• What black president?
Many years ago, on an episode of “Star Trek,” the noted impressionist/actor Frank Gorshin played an alien who was being pursued by another alien from his planet, bent on his destruction.
The Enterprise crew couldn’t understand why the two hated each other for being “different.” They were, after all, one half black and one half white. Eventually, it was explained that one was black on the right and white on the left, the other vice-versa. Thus, shades of difference.
That came to mind when I began pondering why seemingly everyone, the new President-elect included, insists we have elected our first “black” president?
In truth, race had no influence on which way I cast my vote this year, but the continuing references to race kept me thinking about it more than I otherwise would have.
In the earlier days of our nation when slavery was legal, and even up to and throughout the civil rights era of the ’60s, the idea that someone had even a drop of “black blood” in their makeup was viewed as a negative by many “white” people.
They even came up with a system for encoding the degree of “black blood” one had, using such terms as quadroons, maroons and octaroons. Many parts of black society also had a way of reckoning such things — “high yellow” being one of the descriptors for people of mixed race and light skin.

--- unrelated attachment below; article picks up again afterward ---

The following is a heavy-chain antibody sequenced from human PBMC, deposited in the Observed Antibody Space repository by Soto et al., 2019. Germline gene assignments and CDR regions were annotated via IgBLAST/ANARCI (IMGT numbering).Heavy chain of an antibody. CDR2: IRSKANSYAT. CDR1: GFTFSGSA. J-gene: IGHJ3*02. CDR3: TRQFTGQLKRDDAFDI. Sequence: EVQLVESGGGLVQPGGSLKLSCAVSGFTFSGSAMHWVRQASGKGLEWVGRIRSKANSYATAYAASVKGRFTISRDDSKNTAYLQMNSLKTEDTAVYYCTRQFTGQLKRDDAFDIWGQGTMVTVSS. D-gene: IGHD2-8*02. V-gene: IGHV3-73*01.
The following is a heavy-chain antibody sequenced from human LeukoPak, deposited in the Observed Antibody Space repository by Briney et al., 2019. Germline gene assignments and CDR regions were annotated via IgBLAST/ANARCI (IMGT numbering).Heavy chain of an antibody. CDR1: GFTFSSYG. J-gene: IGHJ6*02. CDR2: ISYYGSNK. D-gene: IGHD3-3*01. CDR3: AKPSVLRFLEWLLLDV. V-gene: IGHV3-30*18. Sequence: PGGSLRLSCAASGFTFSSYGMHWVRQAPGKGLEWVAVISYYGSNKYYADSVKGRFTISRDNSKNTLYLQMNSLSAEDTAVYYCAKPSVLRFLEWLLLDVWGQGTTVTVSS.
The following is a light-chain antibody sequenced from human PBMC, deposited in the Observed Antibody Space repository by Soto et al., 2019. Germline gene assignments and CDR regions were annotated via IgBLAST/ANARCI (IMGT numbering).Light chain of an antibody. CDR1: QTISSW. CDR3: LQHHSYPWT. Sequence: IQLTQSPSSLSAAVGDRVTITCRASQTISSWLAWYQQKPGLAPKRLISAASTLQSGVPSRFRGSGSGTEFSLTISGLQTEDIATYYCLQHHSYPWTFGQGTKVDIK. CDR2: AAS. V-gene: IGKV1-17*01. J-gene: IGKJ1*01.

Such designations have largely faded away … until this presidential race when it became fashionable, and politically correct, to refer to Barrack Obama as “black.”
Usually when one says someone is “black,” they mean both parents are black. However, as is common knowledge, Obama’s mother is white. In my view he, therefore, shouldn’t automatically be regarded as “black,” even though that is the descriptor he has chosen for himself. In fact, mathematically — if not socially — he could just as accurately be described as white.
I suppose it depends on one’s individual view whether not having “pure” white blood makes someone “black,” but to me that smacks of the days when being even partially black was a bad thing, something to be hidden or regarded as a negative.
That was wrongheaded. But have we reached a point at which it now has become a negative to be “white,” and ignore one’s white heritage by calling oneself black? That smacks of merely one more type of racial prejudice.